This also suggests that objectively unreasonable beliefs are self-reinforcing; the very act of having them mocked/disagreed with makes them more intense. See social backlashes and religious fundamentalism, I guess.
posted by jaduncan at 2:34 AM on January 14, 2013 [5 favorites]


Online comments hurt science understanding, study finds

Exhibit A: the comments section of this very article.
posted by spoobnooble II: electric bugaboo at 2:41 AM on January 14, 2013 [3 favorites]


All online comments suck, especially this one.
posted by LarryC at 2:41 AM on January 14, 2013 [4 favorites]


Jokes aside; I think this illustrates the importance of a civil discourse, in online discussions as in real life.

I have seen het up commenters dismiss such calls as "tone arguments" - here and elsewhere, especially on blogs like Hate Required, and anywhere else where there is a top-down approach sanctioning insults and the like as simply the cut-and-thrust of debate, if-you-can't-handle-it-you-shouldn't-be-commenting, etc etc.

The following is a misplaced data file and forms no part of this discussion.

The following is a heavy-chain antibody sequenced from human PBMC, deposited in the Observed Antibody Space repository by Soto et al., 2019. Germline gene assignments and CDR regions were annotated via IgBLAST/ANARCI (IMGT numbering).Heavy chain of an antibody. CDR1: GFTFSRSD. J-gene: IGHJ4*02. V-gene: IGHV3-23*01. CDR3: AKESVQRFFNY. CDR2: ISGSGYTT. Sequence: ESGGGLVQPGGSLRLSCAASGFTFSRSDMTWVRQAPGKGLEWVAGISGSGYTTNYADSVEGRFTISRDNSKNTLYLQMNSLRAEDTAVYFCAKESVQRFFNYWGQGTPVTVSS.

But - as if we didn't already know (and we bloody should, given how reluctant most people are to demean others in person) - tone matters.

It matters firstly, if you want to change someone's mind; secondly, if you want to make sure your own opinion isn't becoming increasingly deranged; and thirdly (my own reason) because it hurts empathy, mutual respect and understanding, and makes it easy to dismiss other people and their feelings as incidental characters to your own internal narrative.

I am perpetually grateful for the *relatively* aggressive moderation here, that tolerates dissent - and oft-times assent - but only if it is (relatively) respectful and substantive. I think it's one of the things that make this site unique and contributes vastly to its appeal. The alternatives seem to be moderation-free cesspits of bullying, or moderation-heavy cesspits of groupthink, where bullying is tolerated so long as it's directed at outsiders of one form another (like Making Light, I would argue).
posted by smoke at 2:41 AM on January 14, 2013 [21 favorites]


Y'all wanna see some shiny things?
posted by mannequito at 2:41 AM on January 14, 2013